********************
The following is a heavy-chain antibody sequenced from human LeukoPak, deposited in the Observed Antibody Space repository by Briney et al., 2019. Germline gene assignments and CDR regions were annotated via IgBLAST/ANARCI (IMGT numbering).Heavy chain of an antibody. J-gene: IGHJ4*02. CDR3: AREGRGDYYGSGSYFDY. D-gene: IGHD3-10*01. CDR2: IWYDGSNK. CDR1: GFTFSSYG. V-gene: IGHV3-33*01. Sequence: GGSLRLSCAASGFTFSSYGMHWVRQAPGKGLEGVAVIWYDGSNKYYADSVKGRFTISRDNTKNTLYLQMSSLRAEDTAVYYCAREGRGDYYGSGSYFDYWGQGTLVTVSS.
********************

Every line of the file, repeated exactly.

The following is a heavy-chain antibody sequenced from human LeukoPak, deposited in the Observed Antibody Space repository by Briney et al., 2019. Germline gene assignments and CDR regions were annotated via IgBLAST/ANARCI (IMGT numbering).Heavy chain of an antibody. J-gene: IGHJ4*02. CDR3: AREGRGDYYGSGSYFDY. D-gene: IGHD3-10*01. CDR2: IWYDGSNK. CDR1: GFTFSSYG. V-gene: IGHV3-33*01. Sequence: GGSLRLSCAASGFTFSSYGMHWVRQAPGKGLEGVAVIWYDGSNKYYADSVKGRFTISRDNTKNTLYLQMSSLRAEDTAVYYCAREGRGDYYGSGSYFDYWGQGTLVTVSS.